Don't Be a Word Bore: Alternative Ways to Say Hurry Up

In today’s busy world, whether we’re working or studying, it seems we’re always in a hurry! To hurry up means to speed up your actions and it’s often given as a command. For example:

Hurry up and get out of bed; you’ll be late for school!

Hurry up; we’re going to miss the start of the movie!

When you’re trying to hurry your friends up, there are lots of ways to say it in English – including plenty of funny examples too. We’re going to take a look at some of our English students favourite alternatives so you can add these to your growing vocabulary.

Shake a leg – This is an informal way to say hurry up. An example of it in everyday use would be Shake a leg and let’s get going! Or Come on, shake a leg, we’re going to be late! Its origin seems to be a bit of a mystery, although many believe it is related to the old sailors’ phrase show a leg. In the old navy days, sailors would be told to show a leg out of their hammocks or beds to show that they were definitely awake and ready to get going with the day’s chores. Shake a leg can also be used as a noun meaning to dance.

Scoot – To scoot means to go or leave somewhere suddenly or quickly. So when you use this one, you can only use it when you want to encourage someone to leave somewhere in a hurry, rather than command them to hurry up with some work that they’re doing. For example, you would never hear: Scoot and get your work finished. This would mean to hurry up and leave and get your work finished rather than to hurry up in order to get the work finished.

Get a move on – As in, Get a move on or we’ll be late! Here the command means to hurry up, and it’s most often given as an order. It is typically used when someone is frustrated, such as a driver stuck in traffic shouting I wish this traffic would get a move on!

Make tracks – Here’s another example of a phrase that means to leave, usually in the sense of leaving for somewhere else. Making tracks doesn’t necessarily mean to leave somewhere quickly, but it is frequently used in this way. For example, Let’s make tracks if we want to get to the meeting on time or Let’s make tracks for the store before closing time. People may alk of making tracks even when they want to leave, even if they won’t be actually making any physical tracks while doing so.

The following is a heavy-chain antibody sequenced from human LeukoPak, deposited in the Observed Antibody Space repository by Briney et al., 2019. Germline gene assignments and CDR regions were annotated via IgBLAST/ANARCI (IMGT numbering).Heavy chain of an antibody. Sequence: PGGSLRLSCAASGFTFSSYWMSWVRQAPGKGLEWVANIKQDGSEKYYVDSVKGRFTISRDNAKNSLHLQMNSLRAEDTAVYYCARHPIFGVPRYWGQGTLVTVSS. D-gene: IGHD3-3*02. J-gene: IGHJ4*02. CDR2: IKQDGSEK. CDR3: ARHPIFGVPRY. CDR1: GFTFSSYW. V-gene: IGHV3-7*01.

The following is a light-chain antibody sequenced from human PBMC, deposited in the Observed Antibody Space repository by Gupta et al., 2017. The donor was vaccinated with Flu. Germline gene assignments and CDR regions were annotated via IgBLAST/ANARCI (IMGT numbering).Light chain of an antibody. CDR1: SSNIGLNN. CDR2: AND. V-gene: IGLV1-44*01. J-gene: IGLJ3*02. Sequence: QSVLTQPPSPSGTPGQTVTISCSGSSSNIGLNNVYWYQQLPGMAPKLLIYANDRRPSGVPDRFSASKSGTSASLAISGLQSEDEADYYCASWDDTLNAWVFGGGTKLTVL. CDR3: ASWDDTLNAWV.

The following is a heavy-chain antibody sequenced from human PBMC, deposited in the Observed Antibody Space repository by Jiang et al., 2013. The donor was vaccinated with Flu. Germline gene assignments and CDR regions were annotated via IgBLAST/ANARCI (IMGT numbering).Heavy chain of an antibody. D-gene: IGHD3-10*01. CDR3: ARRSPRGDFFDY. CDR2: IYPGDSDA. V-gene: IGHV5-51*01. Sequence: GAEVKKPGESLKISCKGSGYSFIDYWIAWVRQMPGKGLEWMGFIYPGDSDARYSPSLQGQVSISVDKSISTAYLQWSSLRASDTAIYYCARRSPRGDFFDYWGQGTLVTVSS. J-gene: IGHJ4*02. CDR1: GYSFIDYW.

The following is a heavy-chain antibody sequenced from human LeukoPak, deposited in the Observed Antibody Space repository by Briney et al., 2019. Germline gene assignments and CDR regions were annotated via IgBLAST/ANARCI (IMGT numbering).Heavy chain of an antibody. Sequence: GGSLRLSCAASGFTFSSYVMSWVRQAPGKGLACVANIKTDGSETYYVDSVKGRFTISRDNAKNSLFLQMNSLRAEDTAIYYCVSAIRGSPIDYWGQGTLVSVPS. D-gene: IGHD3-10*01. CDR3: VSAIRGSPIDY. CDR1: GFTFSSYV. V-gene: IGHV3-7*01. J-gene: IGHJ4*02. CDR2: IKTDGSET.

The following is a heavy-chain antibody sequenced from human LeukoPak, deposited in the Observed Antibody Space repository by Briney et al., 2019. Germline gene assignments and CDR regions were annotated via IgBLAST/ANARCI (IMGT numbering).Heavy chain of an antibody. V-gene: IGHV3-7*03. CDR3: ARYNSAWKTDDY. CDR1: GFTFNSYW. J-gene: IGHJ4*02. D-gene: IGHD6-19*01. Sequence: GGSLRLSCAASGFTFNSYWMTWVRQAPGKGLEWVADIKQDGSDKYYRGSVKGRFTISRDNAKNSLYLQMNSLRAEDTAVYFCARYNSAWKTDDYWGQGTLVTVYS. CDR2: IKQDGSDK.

Step on it – If you’ve ever driven a car then you’ll know what it means to step on the gas. That’s where this phrase comes from. Stepping on the gas or accelerator pedal of a vehicle makes it go faster, or hurry up. While this phrase originally refers to motor vehicles, today it’s used everywhere, regardless of whether or not you’re in a car. For example, We’d better step on it if we’re going to get this report finished on time.

Chop chop – This expression essentially means do it now! Or do it quickly, and it’s often given as a command from above – be it your boss or your mum! For example: Chop chop! Table 7 needs their order taken!, or The school bus is almost here, chop chop and get your shoes on! But where does this unusual expression come from? It’s believed to have come from sailors at sea in the Far East, and could be have its origins in the South China Sea, as a Pidgin English version of the Chinese term k’wâi-k’wâi, or it may come from the Malay cepat-cepat meaning quick-quick. Whichever is true, it seems that this phrase has traveled a long way!

Put your skates on – Or sometimes get your skates on. Either way it means to hurry up. What’s one great way of speeding up your walking? Putting on a pair of roller skates of course. That’s what this phrase refers to. Now, the person saying ‘get your skates on’ to you doesn’t mean for you to actually put a pair of roller skates on your feet, they’re talking to you metaphorically, and want you to speed up your actions.

So, now the next time you’re in a hurry you’ll have plenty of English ways to express it! Do you have any other alternatives to add to our list? Let us know in the comments, we’d love for you to share them.